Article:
Kyla Miller Foundation

Joining in the fight to end pediatric brain cancer...
P.O. Box 712     Dillsburg, Pennsylvania  17019
(717) 259-9742 

          Types of Pediatric Brain Tumors and Symptoms

Astrocytoma / Glioma

Astrocytoma tumors come in a variety of forms, and they are named after their star-shaped cells called astrocytes.  They are the most common type of primary brain tumor.  Astrocytomas are known by many different names, depending on their characteristics.  The terms "astrocytoma" and "glioma" are used interchangeably.

Astrocytomas are categorized as either low-grade or high-grade.  While low-grade astrocytomas account for the majority of astrocytomas in children, high-grade astrocytomas account for the majority of astrocytomas in adults.  About 80% of diagnosed astrocytomas in children are low-grade.

There are several different types of low-grade astrocytomas:

  • juvenile pilocytic astrocytoma (JPA)
  • fibrillary (diffuse) astrocytoma
  • pleomorphic xanthosastroctyoma (PXA)
  • diffuse astrocytoma
  • desembryoplastic neuroepithelial tumor (DNET)

JPA's typically grow in the cerebellum (the part of the brain that controls balance) and are more common in children than adults.  Their boundaries are sharply defined and so surgery is most often the "cure" for this type of tumor.  JPA's are Grade I tumors.

Fibrillary (or diffuse) astrocytomas must be distinguished between JPA's and are found in the brain stem.  Fibrillary astrocytomas are the most common form of low-grade astrocytoma.  They are slow growing but have tentacles that spread into normal brain tissue.  Therefore total surgical removal is uncommon.  This type of tumor typically grows in the cerebral hemispheres where thought process is controlled.  Fibrillary astrocytomas are Grade II tumors.

PXA's tend to grow superficially in the brain, and so like pilocytic astrocytomas they are generally "cured" with surgery.  PXA tumors are Grade I tumors.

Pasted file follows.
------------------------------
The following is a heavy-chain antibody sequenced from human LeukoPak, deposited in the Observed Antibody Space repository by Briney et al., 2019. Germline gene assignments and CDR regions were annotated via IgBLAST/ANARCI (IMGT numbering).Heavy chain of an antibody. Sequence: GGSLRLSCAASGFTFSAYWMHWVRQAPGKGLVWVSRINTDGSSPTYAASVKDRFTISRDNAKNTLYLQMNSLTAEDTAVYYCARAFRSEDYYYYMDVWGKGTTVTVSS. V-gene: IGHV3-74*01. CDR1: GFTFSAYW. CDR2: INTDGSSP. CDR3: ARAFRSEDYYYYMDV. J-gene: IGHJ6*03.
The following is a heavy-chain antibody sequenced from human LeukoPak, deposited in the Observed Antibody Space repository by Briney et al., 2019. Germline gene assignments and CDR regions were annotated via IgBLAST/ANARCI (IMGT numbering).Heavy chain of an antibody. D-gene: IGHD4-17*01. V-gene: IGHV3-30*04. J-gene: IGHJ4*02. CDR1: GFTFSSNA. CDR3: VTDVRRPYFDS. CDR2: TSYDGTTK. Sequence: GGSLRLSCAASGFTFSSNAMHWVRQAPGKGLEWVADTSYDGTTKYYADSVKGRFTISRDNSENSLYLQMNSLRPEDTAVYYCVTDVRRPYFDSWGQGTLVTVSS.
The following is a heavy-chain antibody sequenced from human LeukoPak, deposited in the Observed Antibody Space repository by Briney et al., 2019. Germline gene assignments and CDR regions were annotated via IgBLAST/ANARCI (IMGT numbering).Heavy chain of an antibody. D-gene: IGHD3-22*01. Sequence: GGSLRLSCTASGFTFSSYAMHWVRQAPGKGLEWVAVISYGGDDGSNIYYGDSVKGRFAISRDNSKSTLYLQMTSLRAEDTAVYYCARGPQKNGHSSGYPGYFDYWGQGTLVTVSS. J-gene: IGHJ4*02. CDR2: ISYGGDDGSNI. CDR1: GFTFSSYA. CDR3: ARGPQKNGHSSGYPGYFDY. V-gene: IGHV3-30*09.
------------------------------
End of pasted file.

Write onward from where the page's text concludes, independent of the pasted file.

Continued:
DNET tumors tend to grow in the temporal regions of the brain.  DNET tumors are Grade xx tumors.

The most common types of high-grade astrocytoma are:

  • anaplastic astrocytoma (AA)
  • glioblastoma multiforme (GBM)

Anaplastic means malignant.  AA and GBM tumors account for about 10% of all pediatric brain and spinal cord tumors.  AA tumors occur sporadically without identifiable cause.  This is a Grade III tumor and has an increased number of cells, abnormal cells and nuclei, increased proliferation of cells and increased growth of blood vessels.  AA tumors have a tendency to infiltrate adjacent brain tissue and spread outside the central nervous system.

GBM tumors are Grade IV astrocytomas and are fatal.  There are very rare cases documented where children with GBM survive beyond five years.  Most children with GBM die within 18 months of diagnosis.  Those that can make it beyond 18 months generally succumb around three years after diagnosis.

Symptoms for astrocytomas generally include headaches, nausea and vomiting, as well as other symptoms depending which part of the brain the tumor is growing.  Like all brain tumors, symptoms will begin gradually and intensify as the tumor grows.

Survival rates for children with low-grade astrocytomas are as high as 90% five years after diagnosis.  Prognosis for children with high-grade astrocytomas is dismal, and in the rare instances where the child does survive they tend to have severely impacted quality of life issues.

Types of Brain Tumors
   Astrocytoma / Glioma
   Brain Stem Glioma
   CNS Germ Cell
Support During Treatment
Life After Treatment
Quality versus Quantity of Life
End of Life Issues
Resources (Links)
Open Clinical Trials

Kyla Miller Foundation is a Pennsylvania state registered non-profit organization joining in the fight to end pediatric brain cancer. KMF is named lovingly after
Kyla LeeAnne Miller, a loving and vibrant child who succumbed to glioblastoma multiforme just two days shy of her tenth birthday. 
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